(Literary Essentials: Christian Fiction and Nonfiction)

Gregory of Nyssa, a bishop in Nyssa, Cappadocia (central Turkey), wrote five homilies on the Lord’s Prayer and eight homilies on the Beatitudes to guide his readers to a deeper understanding of these biblical passages and make them aware of the importance of prayer and the value of striving to lead a better Christian life. In his homilies on the Lord’s Prayer, he states that the soul is made in God’s image and that image remains although it has lost its original beauty. Therefore, one should therefore pray in accordance with the dignity of that image. A prayer of request (proseuche) is proper only after making a vow (euche) of an acceptable spiritual gift. Christ, by instructing us to address God as Father, set a high standard.

In the Lord’s Prayer, according to the homilies of Gregory of Nyssa, when “hallowed be Thy name” is said, the person praying is hallowed by affirming that God’s name is not to be blasphemed. “Thy kingdom come” is said not because we think that God should become king. We say those words because as slaves to death and the impulses of the flesh, we need the Kingdom of God to come as our only means of escape from the power of corruption. “On earth as it is in heaven” asks that the peace, obedience, and freedom from evil enjoyed by the angels may also be on earth. “Our daily bread,” asks for what we need and nothing that we do not need. “Give us this day” means that we should not be troubled about tomorrow, for God provides what is needed in its time. Forgiving our debtors allows us to imitate the divine nature.

In sum, Gregory of Nyssa says, the Lord’s Prayer reminds us that we are made in God’s image and can still call on God as Father. Just as we ask God to be good and just and merciful toward us, so too must we be toward our neighbor. We should not think like the Pharisee that we are personally free from sin. The corrupt world’s effect on our corrupt nature makes our own sinning inevitable. Thus we pray, “Lead us not into temptation” and “Deliver us from evil.” These words mean the same: We ask to be released from the corruption and temptation of the devil and this world.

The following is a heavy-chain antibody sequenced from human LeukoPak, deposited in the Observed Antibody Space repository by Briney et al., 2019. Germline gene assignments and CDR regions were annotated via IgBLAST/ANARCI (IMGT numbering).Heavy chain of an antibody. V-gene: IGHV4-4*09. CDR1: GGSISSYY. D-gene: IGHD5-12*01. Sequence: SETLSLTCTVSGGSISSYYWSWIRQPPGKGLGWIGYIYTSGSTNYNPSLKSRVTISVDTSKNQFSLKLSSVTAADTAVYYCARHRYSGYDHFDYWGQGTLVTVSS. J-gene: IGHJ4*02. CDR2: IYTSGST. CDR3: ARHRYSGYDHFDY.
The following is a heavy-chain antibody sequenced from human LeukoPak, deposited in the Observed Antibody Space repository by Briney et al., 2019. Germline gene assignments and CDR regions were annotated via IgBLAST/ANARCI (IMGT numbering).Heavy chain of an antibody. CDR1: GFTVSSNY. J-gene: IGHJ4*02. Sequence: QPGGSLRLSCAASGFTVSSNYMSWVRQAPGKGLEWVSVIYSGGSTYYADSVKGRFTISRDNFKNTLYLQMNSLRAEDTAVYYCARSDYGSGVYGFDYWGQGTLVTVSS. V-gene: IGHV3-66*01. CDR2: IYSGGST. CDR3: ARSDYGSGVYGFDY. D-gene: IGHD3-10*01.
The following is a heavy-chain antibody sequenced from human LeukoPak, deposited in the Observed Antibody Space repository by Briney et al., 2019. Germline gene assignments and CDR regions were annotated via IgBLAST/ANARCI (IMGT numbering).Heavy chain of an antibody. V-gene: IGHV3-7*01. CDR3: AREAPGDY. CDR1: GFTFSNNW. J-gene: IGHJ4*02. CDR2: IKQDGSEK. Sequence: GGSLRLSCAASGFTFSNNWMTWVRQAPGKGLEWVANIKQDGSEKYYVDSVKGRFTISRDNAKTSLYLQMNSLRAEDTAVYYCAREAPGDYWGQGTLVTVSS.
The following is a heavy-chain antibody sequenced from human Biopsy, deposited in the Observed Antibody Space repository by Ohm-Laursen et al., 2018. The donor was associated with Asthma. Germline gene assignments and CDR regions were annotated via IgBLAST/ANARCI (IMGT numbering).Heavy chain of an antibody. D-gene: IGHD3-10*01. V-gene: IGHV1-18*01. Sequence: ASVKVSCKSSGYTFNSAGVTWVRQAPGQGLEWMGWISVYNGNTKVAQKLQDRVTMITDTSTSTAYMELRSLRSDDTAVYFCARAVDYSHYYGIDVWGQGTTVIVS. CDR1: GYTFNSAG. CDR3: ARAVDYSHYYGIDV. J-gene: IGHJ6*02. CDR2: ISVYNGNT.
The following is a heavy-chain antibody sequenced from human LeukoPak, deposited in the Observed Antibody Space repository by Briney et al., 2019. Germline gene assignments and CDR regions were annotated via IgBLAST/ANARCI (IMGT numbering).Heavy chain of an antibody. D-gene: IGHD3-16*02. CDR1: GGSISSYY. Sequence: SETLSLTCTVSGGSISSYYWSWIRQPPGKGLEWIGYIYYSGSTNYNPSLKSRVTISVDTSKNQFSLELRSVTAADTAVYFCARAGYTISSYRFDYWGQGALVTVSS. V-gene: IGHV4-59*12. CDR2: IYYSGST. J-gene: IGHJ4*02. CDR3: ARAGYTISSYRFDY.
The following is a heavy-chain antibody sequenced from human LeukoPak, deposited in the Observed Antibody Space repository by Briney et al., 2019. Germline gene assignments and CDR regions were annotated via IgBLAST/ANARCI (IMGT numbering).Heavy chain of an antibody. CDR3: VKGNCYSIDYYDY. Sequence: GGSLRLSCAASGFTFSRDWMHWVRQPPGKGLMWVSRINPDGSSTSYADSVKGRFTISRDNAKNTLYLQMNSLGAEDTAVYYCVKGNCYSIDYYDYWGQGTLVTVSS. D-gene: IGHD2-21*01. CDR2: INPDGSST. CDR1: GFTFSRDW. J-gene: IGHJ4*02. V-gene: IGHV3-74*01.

The Beatitudes show a path upward, like the rungs of a spiritual ladder, according to Gregory of Nyssa. He explains that “poverty of...

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The Lord's Prayer and the Beatitudes Bibliography

(Literary Essentials: Christian Fiction and Nonfiction)

Sources for Further Study

Balthasar, Hans Urs von. Presence and Thought: An Essay on the Religious Philosophy of Gregory of Nyssa. Translated by Mark Sebanc. San Francisco: Ignatius Press, 1995. Works on the premise that Gregory is the most successful translator of ancient Hellenic philosophy and spirituality into the Christian context.

Drobner, Hubertus R., and Albert Viciano, eds. Gregory of Nyssa: Homilies on the Beatitudes—An English Version with Commentary and Supporting Studies, Supplements to Vigiliae Christianae 52. Leiden, the Netherlands: E. J. Brill, 2000. Provides a translation of homilies on the Beatitudes with commentary by many scholars on individual aspects of Gregory’s perspective.

Laird, Martin. Gregory of Nyssa and the Grasp of Faith. Oxford Early Christian Studies series. New York: Oxford University Press, 2004. Related to the homilies on the Lord’s Prayer and the Beatitudes as they both help their audience understand how God is and is not known by the human mind.

Meredith, Anthony. Gregory of Nyssa. Early Church Fathers series. New York: Routledge, 1999. Offers an accessible introduction to Gregory’s environment and basic teachings. Includes representative passages from Gregory’s theological, philosophical, and devotional writings.

Pelikan, Jaroslav. Christianity and Classical Culture: The Metamorphosis of Natural Theology in the Christian Encounter with Hellenism. New Haven, Conn.: Yale University Press, 1993. Gifford Lectures delivered at the University of Aberdeen, 1992-1993. Studies the presence of Greek philosophical concepts within the writings of the three Cappadocians (Saint Basil, Gregory of Nazianzus, and Gregory of Nyssa).